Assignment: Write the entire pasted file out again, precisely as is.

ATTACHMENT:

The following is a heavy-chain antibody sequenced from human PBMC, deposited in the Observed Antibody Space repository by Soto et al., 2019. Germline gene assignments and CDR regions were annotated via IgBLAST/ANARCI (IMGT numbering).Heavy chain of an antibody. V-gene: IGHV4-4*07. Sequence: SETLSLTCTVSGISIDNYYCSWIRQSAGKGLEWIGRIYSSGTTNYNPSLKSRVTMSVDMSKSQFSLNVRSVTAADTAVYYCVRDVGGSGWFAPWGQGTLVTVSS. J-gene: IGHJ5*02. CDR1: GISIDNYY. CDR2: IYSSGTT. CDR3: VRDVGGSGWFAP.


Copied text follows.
The following is a heavy-chain antibody sequenced from human PBMC, deposited in the Observed Antibody Space repository by Soto et al., 2019. Germline gene assignments and CDR regions were annotated via IgBLAST/ANARCI (IMGT numbering).Heavy chain of an antibody. V-gene: IGHV4-4*07. Sequence: SETLSLTCTVSGISIDNYYCSWIRQSAGKGLEWIGRIYSSGTTNYNPSLKSRVTMSVDMSKSQFSLNVRSVTAADTAVYYCVRDVGGSGWFAPWGQGTLVTVSS. J-gene: IGHJ5*02. CDR1: GISIDNYY. CDR2: IYSSGTT. CDR3: VRDVGGSGWFAP.